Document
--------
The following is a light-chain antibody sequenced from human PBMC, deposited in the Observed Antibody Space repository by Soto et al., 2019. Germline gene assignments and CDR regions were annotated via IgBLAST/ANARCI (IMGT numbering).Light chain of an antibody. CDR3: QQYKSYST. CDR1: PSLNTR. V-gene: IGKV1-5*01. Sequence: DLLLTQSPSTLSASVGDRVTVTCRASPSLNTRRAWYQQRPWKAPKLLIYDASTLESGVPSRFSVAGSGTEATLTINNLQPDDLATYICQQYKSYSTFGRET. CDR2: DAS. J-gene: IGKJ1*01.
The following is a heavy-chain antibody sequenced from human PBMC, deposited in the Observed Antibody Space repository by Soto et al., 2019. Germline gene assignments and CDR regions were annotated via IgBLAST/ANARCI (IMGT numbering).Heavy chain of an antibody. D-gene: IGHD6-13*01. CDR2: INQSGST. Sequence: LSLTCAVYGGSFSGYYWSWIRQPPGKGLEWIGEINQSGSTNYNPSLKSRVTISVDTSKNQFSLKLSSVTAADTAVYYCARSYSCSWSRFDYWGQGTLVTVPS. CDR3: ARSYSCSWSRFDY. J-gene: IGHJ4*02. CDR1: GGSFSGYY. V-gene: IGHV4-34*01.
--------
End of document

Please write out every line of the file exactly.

The following is a light-chain antibody sequenced from human PBMC, deposited in the Observed Antibody Space repository by Soto et al., 2019. Germline gene assignments and CDR regions were annotated via IgBLAST/ANARCI (IMGT numbering).Light chain of an antibody. CDR3: QQYKSYST. CDR1: PSLNTR. V-gene: IGKV1-5*01. Sequence: DLLLTQSPSTLSASVGDRVTVTCRASPSLNTRRAWYQQRPWKAPKLLIYDASTLESGVPSRFSVAGSGTEATLTINNLQPDDLATYICQQYKSYSTFGRET. CDR2: DAS. J-gene: IGKJ1*01.
The following is a heavy-chain antibody sequenced from human PBMC, deposited in the Observed Antibody Space repository by Soto et al., 2019. Germline gene assignments and CDR regions were annotated via IgBLAST/ANARCI (IMGT numbering).Heavy chain of an antibody. D-gene: IGHD6-13*01. CDR2: INQSGST. Sequence: LSLTCAVYGGSFSGYYWSWIRQPPGKGLEWIGEINQSGSTNYNPSLKSRVTISVDTSKNQFSLKLSSVTAADTAVYYCARSYSCSWSRFDYWGQGTLVTVPS. CDR3: ARSYSCSWSRFDY. J-gene: IGHJ4*02. CDR1: GGSFSGYY. V-gene: IGHV4-34*01.